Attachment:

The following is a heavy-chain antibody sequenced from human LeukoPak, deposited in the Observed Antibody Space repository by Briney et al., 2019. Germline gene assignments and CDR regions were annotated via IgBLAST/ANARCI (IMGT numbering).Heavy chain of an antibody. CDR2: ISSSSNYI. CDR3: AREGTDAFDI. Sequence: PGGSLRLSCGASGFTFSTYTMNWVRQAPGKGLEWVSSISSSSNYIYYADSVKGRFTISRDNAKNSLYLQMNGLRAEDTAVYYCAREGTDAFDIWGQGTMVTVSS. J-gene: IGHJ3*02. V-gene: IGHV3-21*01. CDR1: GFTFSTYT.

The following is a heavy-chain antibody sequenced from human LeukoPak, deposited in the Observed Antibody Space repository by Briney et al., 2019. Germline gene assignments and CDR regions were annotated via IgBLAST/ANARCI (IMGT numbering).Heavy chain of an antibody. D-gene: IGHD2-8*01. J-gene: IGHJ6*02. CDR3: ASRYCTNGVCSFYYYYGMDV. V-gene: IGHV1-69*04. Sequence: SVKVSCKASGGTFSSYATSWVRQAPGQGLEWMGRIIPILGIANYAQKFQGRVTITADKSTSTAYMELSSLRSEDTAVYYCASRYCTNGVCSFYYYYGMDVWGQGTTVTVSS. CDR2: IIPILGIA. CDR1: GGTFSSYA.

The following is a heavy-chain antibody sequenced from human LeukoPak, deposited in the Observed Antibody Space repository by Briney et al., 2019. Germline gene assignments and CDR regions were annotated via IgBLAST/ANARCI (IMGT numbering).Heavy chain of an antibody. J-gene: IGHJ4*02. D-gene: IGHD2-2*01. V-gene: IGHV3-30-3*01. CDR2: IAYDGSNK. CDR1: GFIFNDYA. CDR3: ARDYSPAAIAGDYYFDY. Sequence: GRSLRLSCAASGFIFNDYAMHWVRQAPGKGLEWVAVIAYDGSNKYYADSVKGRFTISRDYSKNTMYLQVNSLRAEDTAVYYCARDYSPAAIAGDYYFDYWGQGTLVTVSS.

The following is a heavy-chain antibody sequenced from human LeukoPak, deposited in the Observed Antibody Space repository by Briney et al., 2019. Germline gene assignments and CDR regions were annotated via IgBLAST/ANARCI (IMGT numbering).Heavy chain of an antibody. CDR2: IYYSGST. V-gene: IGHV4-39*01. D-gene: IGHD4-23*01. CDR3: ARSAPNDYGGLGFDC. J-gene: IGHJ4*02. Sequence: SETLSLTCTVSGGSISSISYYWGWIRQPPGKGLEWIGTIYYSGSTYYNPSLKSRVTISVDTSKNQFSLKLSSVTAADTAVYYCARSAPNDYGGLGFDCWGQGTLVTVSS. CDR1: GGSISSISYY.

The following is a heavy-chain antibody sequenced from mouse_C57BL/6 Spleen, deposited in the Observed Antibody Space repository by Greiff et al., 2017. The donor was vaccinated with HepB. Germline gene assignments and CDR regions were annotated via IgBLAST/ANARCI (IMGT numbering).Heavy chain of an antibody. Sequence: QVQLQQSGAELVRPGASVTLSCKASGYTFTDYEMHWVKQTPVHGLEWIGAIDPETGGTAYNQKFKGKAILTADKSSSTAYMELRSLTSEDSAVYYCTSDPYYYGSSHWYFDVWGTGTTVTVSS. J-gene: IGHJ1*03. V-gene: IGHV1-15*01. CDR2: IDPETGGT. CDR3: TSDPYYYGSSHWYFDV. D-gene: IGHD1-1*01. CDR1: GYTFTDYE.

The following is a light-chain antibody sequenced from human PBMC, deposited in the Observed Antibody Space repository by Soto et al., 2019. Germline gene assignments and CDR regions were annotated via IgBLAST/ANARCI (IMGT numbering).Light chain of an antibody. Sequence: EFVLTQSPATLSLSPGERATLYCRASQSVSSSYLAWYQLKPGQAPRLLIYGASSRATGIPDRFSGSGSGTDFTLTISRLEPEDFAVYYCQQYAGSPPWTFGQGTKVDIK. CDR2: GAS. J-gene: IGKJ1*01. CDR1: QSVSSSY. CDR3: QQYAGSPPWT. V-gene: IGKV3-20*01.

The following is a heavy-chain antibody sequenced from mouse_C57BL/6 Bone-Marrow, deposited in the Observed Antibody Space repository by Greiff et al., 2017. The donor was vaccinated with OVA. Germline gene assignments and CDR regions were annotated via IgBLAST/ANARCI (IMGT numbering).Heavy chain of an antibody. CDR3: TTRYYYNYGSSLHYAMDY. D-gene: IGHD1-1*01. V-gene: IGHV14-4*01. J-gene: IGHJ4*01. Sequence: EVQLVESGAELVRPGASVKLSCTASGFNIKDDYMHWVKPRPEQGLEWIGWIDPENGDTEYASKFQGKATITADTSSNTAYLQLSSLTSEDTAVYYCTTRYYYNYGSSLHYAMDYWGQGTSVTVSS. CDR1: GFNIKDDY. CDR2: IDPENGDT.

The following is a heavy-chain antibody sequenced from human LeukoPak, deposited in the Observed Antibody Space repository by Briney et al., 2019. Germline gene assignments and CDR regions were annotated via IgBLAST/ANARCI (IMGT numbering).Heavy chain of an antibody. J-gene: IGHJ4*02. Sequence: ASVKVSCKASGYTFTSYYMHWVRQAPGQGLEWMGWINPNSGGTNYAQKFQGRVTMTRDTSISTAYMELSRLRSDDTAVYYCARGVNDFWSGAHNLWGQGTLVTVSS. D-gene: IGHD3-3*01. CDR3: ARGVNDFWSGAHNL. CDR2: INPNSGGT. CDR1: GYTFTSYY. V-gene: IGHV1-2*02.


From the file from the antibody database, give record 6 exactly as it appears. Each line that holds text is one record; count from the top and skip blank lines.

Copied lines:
The following is a light-chain antibody sequenced from human PBMC, deposited in the Observed Antibody Space repository by Soto et al., 2019. Germline gene assignments and CDR regions were annotated via IgBLAST/ANARCI (IMGT numbering).Light chain of an antibody. Sequence: EFVLTQSPATLSLSPGERATLYCRASQSVSSSYLAWYQLKPGQAPRLLIYGASSRATGIPDRFSGSGSGTDFTLTISRLEPEDFAVYYCQQYAGSPPWTFGQGTKVDIK. CDR2: GAS. J-gene: IGKJ1*01. CDR1: QSVSSSY. CDR3: QQYAGSPPWT. V-gene: IGKV3-20*01.